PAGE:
From Carbon to Fish: Understanding Mechanisms of Human Impacts on Freshwater Ecosystems


Ortega Pieck, Aline. (2017-08). From Carbon to Fish: Understanding Mechanisms of Human Impacts on Freshwater Ecosystems. Theses and Dissertations Collection, University of Idaho Library Digital Collections.

From Carbon to Fish: Understanding Mechanisms of Human Impacts on Freshwater Ecosystems
Ortega Pieck, Aline
Embargo Remove Date:
African fisheries Gross primary production Land-use change Meta-analysis Riparian vegetation Stream metabolism
Water Resources
Subject Category:
Ecology; Environmental management; Biogeochemistry

Freshwater ecosystems provide essential ecosystem services (e.g. clean water, food production) to society. These services are impacted by human activities, such as agriculture. A critical change resulting from agricultural land use is the alteration of stream organic carbon processing (stream metabolism). Carbon is the building block of all organisms and represents the energy base fueling ecosystems. Streams also play a key role in the global carbon cycle. Thus, understanding how agriculture modifies metabolism is relevant at scales ranging from local (e.g. stream ecosystem assessments) to global (e.g. modeling carbon exports from streams).

Most of our knowledge on stream metabolism derives from temperate latitudes. Metabolic drivers in tropical regions have unique regimes that could lead to particular responses to agriculture, yet we have limited empirical evidence of the magnitude of metabolism in these regions. At larger scales, it is unknown whether metabolic responses to agriculture differ between world biomes or agricultural types. Thus, Chapter 1 presents an empirical study of stream metabolism in a humid-tropical watershed. I specifically ask, what is the magnitude of metabolism in streams draining abrupt forest-agricultural boundaries? Which factors drive metabolic changes? Results show that metabolism increases with higher light in agricultural areas but metabolic rates are generally low in areas adjacent to forests. Chapter 2 is a global meta-analysis where I ask, does stream metabolism in biomes with contrasting types of riparian vegetation respond differently to agriculture? Does metabolism differ between croplands and pastures? Results show that biome light regimes determine metabolic vulnerability and that metabolism differs between croplands and pastures. Chapter 3 is an interdisciplinary modelling effort of fish yields in small reservoirs in semi-arid Africa. Fisheries are essential for population nutrition and resilience but we lack tools to estimate yields at large spatial scales. I present a method paring remotely-sensed water dynamics with an empirical equation of fish yield that can be used to understand small reservoir fisheries across semi-arid landscapes.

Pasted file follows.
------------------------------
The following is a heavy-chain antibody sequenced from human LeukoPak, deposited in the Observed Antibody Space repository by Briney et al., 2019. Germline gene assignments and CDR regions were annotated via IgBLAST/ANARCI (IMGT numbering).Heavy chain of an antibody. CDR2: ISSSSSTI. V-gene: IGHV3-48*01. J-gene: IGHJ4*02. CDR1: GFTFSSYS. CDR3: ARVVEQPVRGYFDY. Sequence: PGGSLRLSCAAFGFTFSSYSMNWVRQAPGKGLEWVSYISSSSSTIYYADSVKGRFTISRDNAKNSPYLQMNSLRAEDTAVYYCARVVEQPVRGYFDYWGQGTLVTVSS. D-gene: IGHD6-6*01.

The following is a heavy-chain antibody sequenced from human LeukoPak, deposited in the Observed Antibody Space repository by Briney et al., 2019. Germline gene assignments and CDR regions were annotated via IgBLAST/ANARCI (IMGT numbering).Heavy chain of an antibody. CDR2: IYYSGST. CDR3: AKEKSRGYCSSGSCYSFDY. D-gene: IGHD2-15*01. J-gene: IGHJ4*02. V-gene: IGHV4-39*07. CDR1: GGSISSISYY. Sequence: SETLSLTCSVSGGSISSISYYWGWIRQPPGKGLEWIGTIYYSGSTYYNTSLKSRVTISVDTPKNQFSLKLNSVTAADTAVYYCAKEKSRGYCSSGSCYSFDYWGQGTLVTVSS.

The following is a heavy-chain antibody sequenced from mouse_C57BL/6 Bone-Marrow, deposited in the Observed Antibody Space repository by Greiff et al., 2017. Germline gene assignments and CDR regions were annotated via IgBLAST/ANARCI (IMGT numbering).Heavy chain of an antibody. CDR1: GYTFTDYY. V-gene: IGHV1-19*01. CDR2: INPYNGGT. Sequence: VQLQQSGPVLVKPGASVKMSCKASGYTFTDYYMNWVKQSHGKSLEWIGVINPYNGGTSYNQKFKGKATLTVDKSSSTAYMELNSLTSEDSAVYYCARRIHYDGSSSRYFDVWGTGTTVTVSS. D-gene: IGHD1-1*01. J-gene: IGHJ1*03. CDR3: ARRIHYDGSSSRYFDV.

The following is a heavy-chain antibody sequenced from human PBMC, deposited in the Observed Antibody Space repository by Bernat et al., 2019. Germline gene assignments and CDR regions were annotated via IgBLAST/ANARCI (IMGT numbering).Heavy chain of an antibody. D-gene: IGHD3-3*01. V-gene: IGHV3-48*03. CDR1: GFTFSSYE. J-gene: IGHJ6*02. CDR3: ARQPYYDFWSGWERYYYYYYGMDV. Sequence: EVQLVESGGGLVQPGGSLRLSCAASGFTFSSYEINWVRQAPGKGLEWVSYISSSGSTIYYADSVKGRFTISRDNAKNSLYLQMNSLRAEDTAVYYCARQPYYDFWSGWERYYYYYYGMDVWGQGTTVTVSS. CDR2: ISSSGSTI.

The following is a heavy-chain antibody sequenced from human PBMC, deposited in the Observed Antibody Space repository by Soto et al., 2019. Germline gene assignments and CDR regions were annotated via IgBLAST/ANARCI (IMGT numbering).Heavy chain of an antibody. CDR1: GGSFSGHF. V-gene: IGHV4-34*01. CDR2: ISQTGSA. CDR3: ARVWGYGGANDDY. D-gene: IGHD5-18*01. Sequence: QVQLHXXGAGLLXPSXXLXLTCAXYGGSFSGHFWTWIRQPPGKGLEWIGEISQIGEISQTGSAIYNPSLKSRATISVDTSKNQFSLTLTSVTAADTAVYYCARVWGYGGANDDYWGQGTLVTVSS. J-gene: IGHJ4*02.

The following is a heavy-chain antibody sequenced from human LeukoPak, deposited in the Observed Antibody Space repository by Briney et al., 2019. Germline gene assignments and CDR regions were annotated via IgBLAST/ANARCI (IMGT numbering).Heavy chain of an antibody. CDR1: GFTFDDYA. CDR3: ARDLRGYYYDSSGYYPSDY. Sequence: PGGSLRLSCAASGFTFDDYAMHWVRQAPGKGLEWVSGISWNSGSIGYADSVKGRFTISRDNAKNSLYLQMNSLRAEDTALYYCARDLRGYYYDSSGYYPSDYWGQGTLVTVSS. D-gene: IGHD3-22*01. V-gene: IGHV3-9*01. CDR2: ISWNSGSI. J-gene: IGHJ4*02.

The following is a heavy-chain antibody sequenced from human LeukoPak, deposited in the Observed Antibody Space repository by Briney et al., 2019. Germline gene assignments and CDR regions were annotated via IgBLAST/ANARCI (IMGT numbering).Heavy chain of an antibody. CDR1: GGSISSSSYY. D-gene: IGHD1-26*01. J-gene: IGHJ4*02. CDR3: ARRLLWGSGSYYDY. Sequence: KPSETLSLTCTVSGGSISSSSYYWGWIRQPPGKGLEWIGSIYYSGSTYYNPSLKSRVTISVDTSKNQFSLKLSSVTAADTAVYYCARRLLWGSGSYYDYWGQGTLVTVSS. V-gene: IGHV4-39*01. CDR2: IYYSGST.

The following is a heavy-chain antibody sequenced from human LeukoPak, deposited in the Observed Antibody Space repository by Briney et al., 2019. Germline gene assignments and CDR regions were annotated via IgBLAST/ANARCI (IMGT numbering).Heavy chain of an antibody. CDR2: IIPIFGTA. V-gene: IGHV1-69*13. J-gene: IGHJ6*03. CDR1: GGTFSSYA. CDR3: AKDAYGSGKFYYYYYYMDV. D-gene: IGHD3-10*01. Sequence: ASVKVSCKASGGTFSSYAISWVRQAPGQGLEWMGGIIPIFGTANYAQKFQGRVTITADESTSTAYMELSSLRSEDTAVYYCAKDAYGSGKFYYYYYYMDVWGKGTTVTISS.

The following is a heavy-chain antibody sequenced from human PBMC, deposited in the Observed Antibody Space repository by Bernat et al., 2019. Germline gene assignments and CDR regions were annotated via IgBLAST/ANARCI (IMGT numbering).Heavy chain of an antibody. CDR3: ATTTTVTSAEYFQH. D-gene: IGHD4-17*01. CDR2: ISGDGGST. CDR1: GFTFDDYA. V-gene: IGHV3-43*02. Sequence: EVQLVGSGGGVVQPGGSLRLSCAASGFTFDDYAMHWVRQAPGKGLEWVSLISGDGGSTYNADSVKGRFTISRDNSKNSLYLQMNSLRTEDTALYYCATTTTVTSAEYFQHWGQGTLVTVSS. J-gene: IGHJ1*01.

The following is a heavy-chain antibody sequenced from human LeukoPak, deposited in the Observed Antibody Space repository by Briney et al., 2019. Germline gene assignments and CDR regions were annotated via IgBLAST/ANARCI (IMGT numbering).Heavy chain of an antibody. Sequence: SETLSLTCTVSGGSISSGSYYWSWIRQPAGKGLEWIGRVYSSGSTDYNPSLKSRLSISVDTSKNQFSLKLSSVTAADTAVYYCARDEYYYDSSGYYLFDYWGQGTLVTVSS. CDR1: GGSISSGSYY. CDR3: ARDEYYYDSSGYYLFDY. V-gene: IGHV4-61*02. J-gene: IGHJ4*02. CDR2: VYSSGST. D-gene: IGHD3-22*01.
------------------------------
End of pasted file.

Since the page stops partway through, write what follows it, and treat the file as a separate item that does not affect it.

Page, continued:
This dissertation furthers our understanding of human influences of on freshwater ecosystems. This knowledge may be used to better manage trade-offs between agriculture production and freshwater ecosystem services.

doctoral, Ph.D., Water Resources -- University of Idaho - College of Graduate Studies, 2017-08
Major Professor:
Vierling, Lee A; Finegan, Bryan
Fremier, Alexander K; Orr, Cailin Huyck; Yager, Elowyn M
Defense Date:
Format Original:

Contact us about this record

In Copyright - Educational Use Permitted. For more information, please contact University of Idaho Library Special Collections and Archives Department at
Standardized Rights: